Musical evolution is a natural thing for an artist. It's the ideal situation for a performer - to have their music get better and more mature as time progresses. Sometimes musicians like to take giant leaps from album to album, and there have been times in history where that works out well. Artists like Neil Young, Bob Dylan and David Bowie reinvented themselves almost every time they released an album, and the results were nearly always successful.
Musical reinvention isn't easy and even the most successful band can fall on its face. Some of the most successful artists in history have tried to reshape their sound with the results ranging from questionable to un-listenable. Whether it's U2 cranking out an album of dance-oriented tunes, Weezer going full-on radio pop, or Metallica trying their hand at southern rock, there are a number of examples of failed attempts at musical reinvention.
Guns N' Roses 'Chinese Democracy'
By the time Guns N' Roses released Chinese Democracy, there'd been years and years of speculation as to when it would be released. There'd also been an enormous amount of money spent to make the album happen, which created major buzz surrounding it. While it did fairly well commercially when it was released 17 years after production began, it received mixed reviews critically.
Perhaps the biggest problem with Chinese Democracy is the fact that the band was completely new aside from singer Axl Rose - meaning that the signature Slash riffs that made the band massive stars were nowhere to be found. The band took the lack of Slash and ran with it, changing their sound in the process.
"The problem is when one member of a given band, who wasn’t even the main man responsible for its initial success, gets to run around unchecked and impose his musical will on others," one review of the album stated.
Fleetwood Mac 'Time'
By 1995, Fleetwood Mac had become a shell of the group's heyday. Stevie Nicks and Lindsay Buckingham were long gone and the lineup was strange to say the list including Christine McVie, John McVie, Mick Fleetwood, former Traffic guitarist Dave Mason, longtime Mac guitarist and Buckingham's replacement Billy Burnette, and new vocalist Bekka Bramlett.
That lineup recorded the disastrous Time, which saw the band attempt to reach new stylistic ground. The results were not very memorable as one review in LA Weekly called it "dull, overwrought, overlong and occasionally dire."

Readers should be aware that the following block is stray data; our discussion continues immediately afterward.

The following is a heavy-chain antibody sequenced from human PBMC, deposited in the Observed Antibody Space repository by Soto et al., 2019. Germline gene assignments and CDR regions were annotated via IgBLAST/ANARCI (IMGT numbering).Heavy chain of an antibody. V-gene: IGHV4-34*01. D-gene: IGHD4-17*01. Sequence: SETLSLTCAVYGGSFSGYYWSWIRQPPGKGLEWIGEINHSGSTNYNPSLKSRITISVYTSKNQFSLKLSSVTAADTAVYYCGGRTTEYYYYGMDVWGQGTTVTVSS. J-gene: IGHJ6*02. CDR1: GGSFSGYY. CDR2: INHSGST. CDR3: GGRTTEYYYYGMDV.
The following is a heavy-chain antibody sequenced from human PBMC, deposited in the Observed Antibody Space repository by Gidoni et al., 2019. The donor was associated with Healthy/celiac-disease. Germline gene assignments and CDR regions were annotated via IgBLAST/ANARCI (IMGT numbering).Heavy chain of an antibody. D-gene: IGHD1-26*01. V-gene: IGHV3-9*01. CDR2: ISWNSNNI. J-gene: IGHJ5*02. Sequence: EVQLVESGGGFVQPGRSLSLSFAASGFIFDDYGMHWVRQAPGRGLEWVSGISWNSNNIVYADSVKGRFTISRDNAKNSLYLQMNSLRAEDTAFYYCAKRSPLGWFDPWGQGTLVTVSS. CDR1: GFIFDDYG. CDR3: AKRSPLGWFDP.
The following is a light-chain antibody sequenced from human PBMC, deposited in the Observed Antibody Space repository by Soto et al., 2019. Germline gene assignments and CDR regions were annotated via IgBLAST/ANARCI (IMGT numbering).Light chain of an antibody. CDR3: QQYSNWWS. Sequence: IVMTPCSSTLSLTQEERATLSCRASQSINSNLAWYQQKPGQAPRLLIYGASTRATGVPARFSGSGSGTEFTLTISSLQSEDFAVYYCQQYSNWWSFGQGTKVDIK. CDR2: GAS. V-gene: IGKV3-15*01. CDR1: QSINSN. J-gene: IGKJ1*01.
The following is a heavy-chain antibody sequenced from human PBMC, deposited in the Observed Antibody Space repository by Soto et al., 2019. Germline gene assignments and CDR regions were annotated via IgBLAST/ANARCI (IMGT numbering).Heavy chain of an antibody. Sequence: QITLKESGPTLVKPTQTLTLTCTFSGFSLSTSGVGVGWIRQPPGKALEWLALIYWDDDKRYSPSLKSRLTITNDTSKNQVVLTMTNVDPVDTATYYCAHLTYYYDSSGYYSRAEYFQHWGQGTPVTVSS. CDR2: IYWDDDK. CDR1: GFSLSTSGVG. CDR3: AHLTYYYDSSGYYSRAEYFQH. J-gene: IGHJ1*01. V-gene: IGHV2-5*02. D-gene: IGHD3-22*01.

Mason later explained that there were several factors in the album's failure, including a lack of enthusiasm from the label.
"We did the album, and Warner Bros. didn’t really bother with it, frankly. So, it sort of just came out and died a death. And that was that," he told Something Else. "I could understand, from some people’s point of view, because the Rumours album obviously sold so many copies. It was so huge that that sort of overshadowed everything else."
Weezer's early releases were praised as some of the finest alternative rock recorded, and the band has had to live up to those albums in the years that followed. Despite having several hits on mainstream charts, some of their later work showed an attempt to shift stylistically towards top 40 radio pop - and both critics and fans weren't going for it.
The 2009 album Raditude was the most obvious example of Weezer abandoning the elements that made them so beloved in favor of staying on the charts. One unforgiving review in Slant described this period in Weezer history an "unpardonable decline into soulless streamlined pop-rock," and called the album "a thematically vacant and sonically uninspired collection of ditties tailor-made for mainstream radio" that "consistently fringes on unlistenable."
Bon Jovi 'Lost Highway'
An attempt to ride the success of their country-influenced duet single "Who Says You Can't Go Home" with Sugarland's Jennifer Nettles, 2007 saw Bon Jovi release the forgettable Lost Highway - which went all in on the country sound they'd dabbled in. The New Jersey rock icons were so eager for lightening to strike twice that they even included two duets on Lost Highway, with country superstars Big & Rich and LeAnne Rimes.
One review of the album was particularly scathing, calling "We Got It Going On," the Big & Rich collaboration, "heinous musically, morally and spiritually, from its doom-mongering bass line and talk-box guitar to its pilfered lyrics."
Though the album succeeded commercially, the band returned to their rock roots for their next album and abandoned their efforts to cross over to country.